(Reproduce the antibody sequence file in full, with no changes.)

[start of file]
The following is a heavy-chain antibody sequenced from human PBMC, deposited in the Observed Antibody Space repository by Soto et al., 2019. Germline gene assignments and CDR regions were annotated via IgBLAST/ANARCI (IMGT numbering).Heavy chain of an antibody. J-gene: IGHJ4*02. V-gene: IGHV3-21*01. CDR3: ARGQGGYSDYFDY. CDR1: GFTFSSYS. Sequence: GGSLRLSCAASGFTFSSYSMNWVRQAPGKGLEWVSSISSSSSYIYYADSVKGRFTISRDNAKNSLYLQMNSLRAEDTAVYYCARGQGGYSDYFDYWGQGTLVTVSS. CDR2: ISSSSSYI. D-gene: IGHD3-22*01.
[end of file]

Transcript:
The following is a heavy-chain antibody sequenced from human PBMC, deposited in the Observed Antibody Space repository by Soto et al., 2019. Germline gene assignments and CDR regions were annotated via IgBLAST/ANARCI (IMGT numbering).Heavy chain of an antibody. J-gene: IGHJ4*02. V-gene: IGHV3-21*01. CDR3: ARGQGGYSDYFDY. CDR1: GFTFSSYS. Sequence: GGSLRLSCAASGFTFSSYSMNWVRQAPGKGLEWVSSISSSSSYIYYADSVKGRFTISRDNAKNSLYLQMNSLRAEDTAVYYCARGQGGYSDYFDYWGQGTLVTVSS. CDR2: ISSSSSYI. D-gene: IGHD3-22*01.